» Initiated by professors from Durham University (UK), the Writing on writing series presents short texts written by seasoned researchers, where they reflect on their own experience of writing. As you can read on this page, “[i]n these pieces, scholars from a variety of social science disciplines share their thoughts, feelings, pearls of wisdom, anecdotes, theoretical musings and much else likely to give insight and inspiration to those in the later stages of doctoral writing.” Over twenty-five distinguished scholars have up to now posted a contribution, and they are worth a visit.
Posts by Viviane
As captured by PHD Comics!
As I’ve mentioned before, I love libraries. But I also find the concept of the writing studio quite appealing. A rather small but functional space dedicated to writing, with a minimalist design and big windows… Here a a few examples of these beautiful spaces, so you (and I!) can dream…
Here are a few links I found interesting in the last few weeks. Do leave a comment if you have any thoughts on what these links present!
I found this article via Twitter, directing to the Writing For Research site (highly recommended, by the way!). In fact, I saw it circulate many times before I actually clicked on the link to find out what “paragraph re-planning” meant. The first times I saw this mentioned, I’ll admit that wasn’t that interested, given its slightly boring title. But when I noticed that this link was tweeted and retweeted again and again, I grew curious. Don’t fall in the same trap as I did, and do not wait to go read about this strategy, also called reverse outlining. I have not tried it yet, but I plan to do so soon. This approach sounds relevant to avoid what can happen when you work on long texts: that the front-end and back-end of the paper are not well aligned and drift apart, or that the focus of your paper gets lost.
You’ve heard about the famous Pomodoro technique, but are not quite sure what it is and how to use it? Follow this link, and all your questions will be answered! I’ve tried this approach, which is built on blocks of 20, 25 or 30 minutes of focused work, and it has its merits. I’ve found particularly useful when I felt stuck with a text, as a way to get going. Read more
Detail of a painting by Nina Sten-Knudsen (2001), at the CBS library – seen when I visited it in January 2014.
Helen Sword is the author of a book on academic writing, Stylish Academic Writing (Harvard Press, 2012), and she recently gave a talk on this topic. She starts from an observation that many of us share: academic writing is rarely stylish – and by stylish, she not only means elegant, but also engaging and effective. In fact, she describes writing – especially research journal writing – as “wooden and dry” (at best) or “spongy and soggy”. In her talk, based on research she has conducted, she describes what stylish writers do.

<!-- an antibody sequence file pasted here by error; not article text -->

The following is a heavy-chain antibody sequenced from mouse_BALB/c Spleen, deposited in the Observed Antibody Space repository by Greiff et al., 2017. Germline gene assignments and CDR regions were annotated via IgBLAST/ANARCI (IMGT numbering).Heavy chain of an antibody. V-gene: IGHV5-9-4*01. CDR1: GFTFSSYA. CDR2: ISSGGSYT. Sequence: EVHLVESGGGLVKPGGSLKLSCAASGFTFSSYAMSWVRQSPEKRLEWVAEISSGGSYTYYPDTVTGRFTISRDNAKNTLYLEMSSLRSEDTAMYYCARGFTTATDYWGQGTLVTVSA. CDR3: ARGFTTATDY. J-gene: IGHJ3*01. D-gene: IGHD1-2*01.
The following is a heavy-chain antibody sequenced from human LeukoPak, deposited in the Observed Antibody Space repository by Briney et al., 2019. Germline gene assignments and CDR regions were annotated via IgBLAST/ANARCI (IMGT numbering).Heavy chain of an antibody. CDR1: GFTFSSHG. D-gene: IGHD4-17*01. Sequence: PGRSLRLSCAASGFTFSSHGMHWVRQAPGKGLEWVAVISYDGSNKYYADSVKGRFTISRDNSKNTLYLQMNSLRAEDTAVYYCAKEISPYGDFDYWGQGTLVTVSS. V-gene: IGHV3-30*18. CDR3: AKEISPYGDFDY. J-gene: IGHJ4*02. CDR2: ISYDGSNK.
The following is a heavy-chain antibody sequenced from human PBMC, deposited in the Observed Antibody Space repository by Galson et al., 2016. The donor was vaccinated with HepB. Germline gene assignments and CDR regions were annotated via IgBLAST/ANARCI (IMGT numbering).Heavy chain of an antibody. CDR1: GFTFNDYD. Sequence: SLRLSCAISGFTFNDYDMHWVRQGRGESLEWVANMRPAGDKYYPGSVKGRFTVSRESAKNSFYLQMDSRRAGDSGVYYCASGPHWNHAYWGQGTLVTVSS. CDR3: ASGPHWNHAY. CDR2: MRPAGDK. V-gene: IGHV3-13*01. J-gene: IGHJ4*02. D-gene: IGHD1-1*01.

If her conclusions may come as no surprise to anyone who has read on writing, it’s always good to be reminded of them. For example, stylish academic writers are deeply concerned with communicating complex ideas in a clear way, they find pleasure in crafting their text, and they display creativity in their work. It’s also interesting to hear her on the reasons why so much of academic writing is bad (let’s not be afraid of the word!). Helen Sword suggests that many academics feel that they need to impress other academics with their writing… and that they are ruled by conventions and fear. Instead, she invites us to strive for elegant and personal writing that serves to illuminate our topics of inquiry and to push the boundaries of knowledge. So here’s her talk:
Information on her book can be found here: http://www.hup.harvard.edu/catalog.php?isbn=9780674064485
The Canadian writer Alice Munro recently won the Nobel prize for literature. She gave an interview with the Paris Review in 1994 where she talked about her stories, her characters and how she writes. Despite the differences in the kind of texts we craft, it’s always interesting to learn about how other writers work!
You can read the full interview here: http://www.theparisreview.org/interviews/1791/the-art-of-fiction-no-137-alice-munro
I found this image some time ago, and unfortunately, I don’t remember where I came across it… and I don’t know to whom I should be giving credit. If you do know its author, please let us know in the comments section – he or she should be congratulated for having captured so perfectly how some days of writing really look like…
I’ve recently discovered something in Twitter: people use the social media not only to share links to interesting stuff, to discuss with other people or to comment on anything and everything: they also use it to talk about academic writing. A growing number of people are adding the hashtag #acwri to their tweets when they are talking about academic writing.
Based on my at home and non scientific inquiry into the use of this hashtag, I’ve discovered that mainly four kind of tweets use it: Read more